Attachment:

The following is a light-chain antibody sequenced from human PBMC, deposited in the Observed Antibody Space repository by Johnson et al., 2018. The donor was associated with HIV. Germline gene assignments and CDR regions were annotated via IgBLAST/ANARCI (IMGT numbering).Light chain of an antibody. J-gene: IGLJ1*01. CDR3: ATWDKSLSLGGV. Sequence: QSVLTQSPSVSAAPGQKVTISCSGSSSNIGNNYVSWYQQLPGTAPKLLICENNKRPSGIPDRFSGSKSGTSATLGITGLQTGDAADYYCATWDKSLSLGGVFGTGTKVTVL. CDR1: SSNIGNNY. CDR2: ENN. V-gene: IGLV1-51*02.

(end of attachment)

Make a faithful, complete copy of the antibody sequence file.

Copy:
The following is a light-chain antibody sequenced from human PBMC, deposited in the Observed Antibody Space repository by Johnson et al., 2018. The donor was associated with HIV. Germline gene assignments and CDR regions were annotated via IgBLAST/ANARCI (IMGT numbering).Light chain of an antibody. J-gene: IGLJ1*01. CDR3: ATWDKSLSLGGV. Sequence: QSVLTQSPSVSAAPGQKVTISCSGSSSNIGNNYVSWYQQLPGTAPKLLICENNKRPSGIPDRFSGSKSGTSATLGITGLQTGDAADYYCATWDKSLSLGGVFGTGTKVTVL. CDR1: SSNIGNNY. CDR2: ENN. V-gene: IGLV1-51*02.